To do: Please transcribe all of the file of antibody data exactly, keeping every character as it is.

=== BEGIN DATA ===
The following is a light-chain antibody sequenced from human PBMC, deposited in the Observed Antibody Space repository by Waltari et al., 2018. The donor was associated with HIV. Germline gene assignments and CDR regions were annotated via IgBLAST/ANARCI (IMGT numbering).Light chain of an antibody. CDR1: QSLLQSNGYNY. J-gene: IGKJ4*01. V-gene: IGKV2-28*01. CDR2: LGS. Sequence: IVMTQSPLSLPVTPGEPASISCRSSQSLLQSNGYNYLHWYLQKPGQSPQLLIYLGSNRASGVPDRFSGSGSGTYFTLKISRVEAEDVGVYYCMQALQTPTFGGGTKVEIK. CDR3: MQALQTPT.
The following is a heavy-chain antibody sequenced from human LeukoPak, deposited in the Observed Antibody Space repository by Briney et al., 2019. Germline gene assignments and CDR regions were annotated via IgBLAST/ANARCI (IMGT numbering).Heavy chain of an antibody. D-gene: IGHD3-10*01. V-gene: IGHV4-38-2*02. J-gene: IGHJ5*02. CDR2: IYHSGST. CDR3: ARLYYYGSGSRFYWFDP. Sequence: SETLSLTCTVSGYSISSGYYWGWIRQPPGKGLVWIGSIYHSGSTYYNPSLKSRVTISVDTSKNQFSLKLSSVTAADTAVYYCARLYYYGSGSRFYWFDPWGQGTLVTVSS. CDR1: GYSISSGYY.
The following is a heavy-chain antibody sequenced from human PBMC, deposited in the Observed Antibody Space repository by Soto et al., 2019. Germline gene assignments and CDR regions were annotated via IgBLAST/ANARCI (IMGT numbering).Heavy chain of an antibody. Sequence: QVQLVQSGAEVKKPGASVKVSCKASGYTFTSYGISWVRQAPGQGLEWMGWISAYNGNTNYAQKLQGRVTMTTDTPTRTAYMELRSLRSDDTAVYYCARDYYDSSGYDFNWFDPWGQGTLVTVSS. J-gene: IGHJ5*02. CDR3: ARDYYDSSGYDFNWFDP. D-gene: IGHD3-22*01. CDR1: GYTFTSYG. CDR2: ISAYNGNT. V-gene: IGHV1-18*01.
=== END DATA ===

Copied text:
The following is a light-chain antibody sequenced from human PBMC, deposited in the Observed Antibody Space repository by Waltari et al., 2018. The donor was associated with HIV. Germline gene assignments and CDR regions were annotated via IgBLAST/ANARCI (IMGT numbering).Light chain of an antibody. CDR1: QSLLQSNGYNY. J-gene: IGKJ4*01. V-gene: IGKV2-28*01. CDR2: LGS. Sequence: IVMTQSPLSLPVTPGEPASISCRSSQSLLQSNGYNYLHWYLQKPGQSPQLLIYLGSNRASGVPDRFSGSGSGTYFTLKISRVEAEDVGVYYCMQALQTPTFGGGTKVEIK. CDR3: MQALQTPT.
The following is a heavy-chain antibody sequenced from human LeukoPak, deposited in the Observed Antibody Space repository by Briney et al., 2019. Germline gene assignments and CDR regions were annotated via IgBLAST/ANARCI (IMGT numbering).Heavy chain of an antibody. D-gene: IGHD3-10*01. V-gene: IGHV4-38-2*02. J-gene: IGHJ5*02. CDR2: IYHSGST. CDR3: ARLYYYGSGSRFYWFDP. Sequence: SETLSLTCTVSGYSISSGYYWGWIRQPPGKGLVWIGSIYHSGSTYYNPSLKSRVTISVDTSKNQFSLKLSSVTAADTAVYYCARLYYYGSGSRFYWFDPWGQGTLVTVSS. CDR1: GYSISSGYY.
The following is a heavy-chain antibody sequenced from human PBMC, deposited in the Observed Antibody Space repository by Soto et al., 2019. Germline gene assignments and CDR regions were annotated via IgBLAST/ANARCI (IMGT numbering).Heavy chain of an antibody. Sequence: QVQLVQSGAEVKKPGASVKVSCKASGYTFTSYGISWVRQAPGQGLEWMGWISAYNGNTNYAQKLQGRVTMTTDTPTRTAYMELRSLRSDDTAVYYCARDYYDSSGYDFNWFDPWGQGTLVTVSS. J-gene: IGHJ5*02. CDR3: ARDYYDSSGYDFNWFDP. D-gene: IGHD3-22*01. CDR1: GYTFTSYG. CDR2: ISAYNGNT. V-gene: IGHV1-18*01.